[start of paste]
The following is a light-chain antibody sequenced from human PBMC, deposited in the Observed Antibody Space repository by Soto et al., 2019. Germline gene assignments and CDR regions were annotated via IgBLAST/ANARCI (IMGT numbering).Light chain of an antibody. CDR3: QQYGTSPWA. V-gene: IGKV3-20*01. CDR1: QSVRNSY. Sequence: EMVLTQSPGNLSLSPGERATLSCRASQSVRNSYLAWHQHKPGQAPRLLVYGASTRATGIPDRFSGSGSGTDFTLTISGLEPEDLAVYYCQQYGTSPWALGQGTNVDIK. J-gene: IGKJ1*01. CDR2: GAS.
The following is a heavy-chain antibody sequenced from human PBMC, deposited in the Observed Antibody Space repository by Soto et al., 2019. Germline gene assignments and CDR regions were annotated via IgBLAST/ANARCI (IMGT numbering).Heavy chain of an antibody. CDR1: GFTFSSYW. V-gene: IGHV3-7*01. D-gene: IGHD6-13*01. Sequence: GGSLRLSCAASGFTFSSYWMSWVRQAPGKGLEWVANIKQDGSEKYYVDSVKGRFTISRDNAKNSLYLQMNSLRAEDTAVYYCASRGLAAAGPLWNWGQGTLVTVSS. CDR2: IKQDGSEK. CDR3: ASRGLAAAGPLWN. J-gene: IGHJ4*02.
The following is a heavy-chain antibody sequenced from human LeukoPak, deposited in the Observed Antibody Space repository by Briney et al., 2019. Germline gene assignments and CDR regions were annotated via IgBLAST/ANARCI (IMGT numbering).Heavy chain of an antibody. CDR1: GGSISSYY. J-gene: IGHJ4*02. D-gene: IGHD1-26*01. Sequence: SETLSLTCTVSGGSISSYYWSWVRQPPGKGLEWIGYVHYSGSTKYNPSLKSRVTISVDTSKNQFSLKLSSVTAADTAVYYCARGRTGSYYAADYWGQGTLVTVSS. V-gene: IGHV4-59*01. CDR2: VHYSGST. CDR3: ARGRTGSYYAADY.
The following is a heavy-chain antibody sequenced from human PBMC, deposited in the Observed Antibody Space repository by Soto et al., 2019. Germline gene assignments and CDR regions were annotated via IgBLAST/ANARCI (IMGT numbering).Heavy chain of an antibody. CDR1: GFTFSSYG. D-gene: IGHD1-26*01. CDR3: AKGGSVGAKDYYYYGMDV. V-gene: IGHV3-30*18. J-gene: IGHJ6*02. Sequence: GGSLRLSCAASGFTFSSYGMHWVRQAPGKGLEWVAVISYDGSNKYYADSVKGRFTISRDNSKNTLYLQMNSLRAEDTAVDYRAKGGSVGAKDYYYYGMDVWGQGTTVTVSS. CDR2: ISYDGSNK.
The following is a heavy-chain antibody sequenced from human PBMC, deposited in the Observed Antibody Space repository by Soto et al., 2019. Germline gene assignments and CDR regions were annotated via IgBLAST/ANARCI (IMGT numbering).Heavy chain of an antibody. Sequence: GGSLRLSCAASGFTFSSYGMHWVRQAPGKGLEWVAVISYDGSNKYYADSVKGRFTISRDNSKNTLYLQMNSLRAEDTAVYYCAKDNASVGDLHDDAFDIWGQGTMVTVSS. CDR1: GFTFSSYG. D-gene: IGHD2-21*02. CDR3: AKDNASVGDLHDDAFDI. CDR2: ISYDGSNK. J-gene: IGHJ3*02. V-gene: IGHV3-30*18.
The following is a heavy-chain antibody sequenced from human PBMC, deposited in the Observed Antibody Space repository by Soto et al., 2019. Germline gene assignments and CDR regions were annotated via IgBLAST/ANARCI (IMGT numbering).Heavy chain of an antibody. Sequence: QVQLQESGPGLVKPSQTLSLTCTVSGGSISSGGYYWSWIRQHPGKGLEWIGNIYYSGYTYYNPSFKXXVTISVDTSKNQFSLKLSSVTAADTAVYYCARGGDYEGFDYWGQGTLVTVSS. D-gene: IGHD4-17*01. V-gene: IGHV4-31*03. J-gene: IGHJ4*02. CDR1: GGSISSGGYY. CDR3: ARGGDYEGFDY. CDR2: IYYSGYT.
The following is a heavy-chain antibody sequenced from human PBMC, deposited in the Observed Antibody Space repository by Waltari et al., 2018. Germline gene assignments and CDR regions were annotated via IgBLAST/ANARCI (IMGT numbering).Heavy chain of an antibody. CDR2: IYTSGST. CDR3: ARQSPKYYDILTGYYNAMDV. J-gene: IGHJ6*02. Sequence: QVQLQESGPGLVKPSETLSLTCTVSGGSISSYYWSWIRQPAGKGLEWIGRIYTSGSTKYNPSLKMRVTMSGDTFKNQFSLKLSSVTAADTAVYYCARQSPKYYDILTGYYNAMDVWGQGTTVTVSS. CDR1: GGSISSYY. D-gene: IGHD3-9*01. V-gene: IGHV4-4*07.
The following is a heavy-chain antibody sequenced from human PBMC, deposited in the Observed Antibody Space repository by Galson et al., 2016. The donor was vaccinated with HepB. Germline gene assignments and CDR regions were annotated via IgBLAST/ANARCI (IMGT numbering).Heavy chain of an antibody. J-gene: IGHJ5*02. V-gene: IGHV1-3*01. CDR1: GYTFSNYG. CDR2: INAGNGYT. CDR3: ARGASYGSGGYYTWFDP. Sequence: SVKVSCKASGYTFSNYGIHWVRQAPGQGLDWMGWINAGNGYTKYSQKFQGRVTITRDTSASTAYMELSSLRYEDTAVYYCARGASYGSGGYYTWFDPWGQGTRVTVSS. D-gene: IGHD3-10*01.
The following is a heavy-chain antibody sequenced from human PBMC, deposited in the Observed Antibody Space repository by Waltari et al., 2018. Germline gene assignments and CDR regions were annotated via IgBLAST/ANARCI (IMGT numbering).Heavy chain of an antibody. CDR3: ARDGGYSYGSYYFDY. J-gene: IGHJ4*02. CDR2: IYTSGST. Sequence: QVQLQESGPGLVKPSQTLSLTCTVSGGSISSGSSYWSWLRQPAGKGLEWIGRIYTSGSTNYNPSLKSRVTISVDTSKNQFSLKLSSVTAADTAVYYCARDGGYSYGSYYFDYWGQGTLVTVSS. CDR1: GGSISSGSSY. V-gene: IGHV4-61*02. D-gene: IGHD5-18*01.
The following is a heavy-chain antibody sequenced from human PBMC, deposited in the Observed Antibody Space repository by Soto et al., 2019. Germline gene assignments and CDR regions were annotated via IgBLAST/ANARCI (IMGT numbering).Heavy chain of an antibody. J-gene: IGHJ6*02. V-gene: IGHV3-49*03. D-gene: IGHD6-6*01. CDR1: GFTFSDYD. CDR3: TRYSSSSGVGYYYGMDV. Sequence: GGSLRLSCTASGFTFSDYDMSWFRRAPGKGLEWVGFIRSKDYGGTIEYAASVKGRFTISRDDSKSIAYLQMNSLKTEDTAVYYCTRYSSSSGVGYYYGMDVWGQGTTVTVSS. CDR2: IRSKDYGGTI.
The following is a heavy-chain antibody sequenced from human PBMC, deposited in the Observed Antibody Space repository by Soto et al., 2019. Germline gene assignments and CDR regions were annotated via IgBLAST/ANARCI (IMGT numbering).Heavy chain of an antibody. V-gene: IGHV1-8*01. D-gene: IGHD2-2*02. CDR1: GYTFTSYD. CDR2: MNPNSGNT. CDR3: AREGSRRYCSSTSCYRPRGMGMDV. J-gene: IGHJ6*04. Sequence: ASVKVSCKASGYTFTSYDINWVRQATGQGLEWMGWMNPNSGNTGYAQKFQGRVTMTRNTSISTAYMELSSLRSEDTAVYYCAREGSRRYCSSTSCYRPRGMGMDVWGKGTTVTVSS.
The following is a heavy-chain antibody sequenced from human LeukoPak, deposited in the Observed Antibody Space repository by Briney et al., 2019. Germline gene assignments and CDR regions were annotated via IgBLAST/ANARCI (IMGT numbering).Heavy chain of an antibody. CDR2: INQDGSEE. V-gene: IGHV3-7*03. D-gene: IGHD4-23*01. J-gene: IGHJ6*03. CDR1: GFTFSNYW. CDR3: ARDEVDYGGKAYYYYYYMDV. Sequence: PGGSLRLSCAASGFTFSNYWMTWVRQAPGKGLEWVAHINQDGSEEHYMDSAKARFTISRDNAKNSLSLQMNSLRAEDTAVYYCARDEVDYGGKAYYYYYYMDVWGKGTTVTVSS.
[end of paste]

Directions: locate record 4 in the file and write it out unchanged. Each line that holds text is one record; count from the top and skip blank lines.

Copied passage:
The following is a heavy-chain antibody sequenced from human PBMC, deposited in the Observed Antibody Space repository by Soto et al., 2019. Germline gene assignments and CDR regions were annotated via IgBLAST/ANARCI (IMGT numbering).Heavy chain of an antibody. CDR1: GFTFSSYG. D-gene: IGHD1-26*01. CDR3: AKGGSVGAKDYYYYGMDV. V-gene: IGHV3-30*18. J-gene: IGHJ6*02. Sequence: GGSLRLSCAASGFTFSSYGMHWVRQAPGKGLEWVAVISYDGSNKYYADSVKGRFTISRDNSKNTLYLQMNSLRAEDTAVDYRAKGGSVGAKDYYYYGMDVWGQGTTVTVSS. CDR2: ISYDGSNK.